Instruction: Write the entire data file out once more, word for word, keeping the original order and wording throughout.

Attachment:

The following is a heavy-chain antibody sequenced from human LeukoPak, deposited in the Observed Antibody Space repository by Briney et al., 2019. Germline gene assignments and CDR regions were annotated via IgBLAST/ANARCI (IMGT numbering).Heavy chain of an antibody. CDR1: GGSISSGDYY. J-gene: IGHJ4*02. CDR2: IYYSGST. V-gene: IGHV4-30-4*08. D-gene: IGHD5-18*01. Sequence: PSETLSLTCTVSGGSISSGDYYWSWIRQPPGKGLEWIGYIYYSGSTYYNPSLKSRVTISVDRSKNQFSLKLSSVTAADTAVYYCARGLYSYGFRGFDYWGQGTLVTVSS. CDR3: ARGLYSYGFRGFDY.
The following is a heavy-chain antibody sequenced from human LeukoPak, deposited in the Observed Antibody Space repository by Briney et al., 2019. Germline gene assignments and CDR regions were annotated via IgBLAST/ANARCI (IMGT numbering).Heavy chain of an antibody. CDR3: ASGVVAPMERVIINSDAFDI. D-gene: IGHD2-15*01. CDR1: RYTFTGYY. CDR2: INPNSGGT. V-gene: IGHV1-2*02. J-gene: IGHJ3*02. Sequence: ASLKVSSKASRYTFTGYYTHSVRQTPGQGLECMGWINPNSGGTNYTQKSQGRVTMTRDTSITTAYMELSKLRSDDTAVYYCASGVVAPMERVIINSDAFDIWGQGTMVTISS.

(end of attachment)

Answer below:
The following is a heavy-chain antibody sequenced from human LeukoPak, deposited in the Observed Antibody Space repository by Briney et al., 2019. Germline gene assignments and CDR regions were annotated via IgBLAST/ANARCI (IMGT numbering).Heavy chain of an antibody. CDR1: GGSISSGDYY. J-gene: IGHJ4*02. CDR2: IYYSGST. V-gene: IGHV4-30-4*08. D-gene: IGHD5-18*01. Sequence: PSETLSLTCTVSGGSISSGDYYWSWIRQPPGKGLEWIGYIYYSGSTYYNPSLKSRVTISVDRSKNQFSLKLSSVTAADTAVYYCARGLYSYGFRGFDYWGQGTLVTVSS. CDR3: ARGLYSYGFRGFDY.
The following is a heavy-chain antibody sequenced from human LeukoPak, deposited in the Observed Antibody Space repository by Briney et al., 2019. Germline gene assignments and CDR regions were annotated via IgBLAST/ANARCI (IMGT numbering).Heavy chain of an antibody. CDR3: ASGVVAPMERVIINSDAFDI. D-gene: IGHD2-15*01. CDR1: RYTFTGYY. CDR2: INPNSGGT. V-gene: IGHV1-2*02. J-gene: IGHJ3*02. Sequence: ASLKVSSKASRYTFTGYYTHSVRQTPGQGLECMGWINPNSGGTNYTQKSQGRVTMTRDTSITTAYMELSKLRSDDTAVYYCASGVVAPMERVIINSDAFDIWGQGTMVTISS.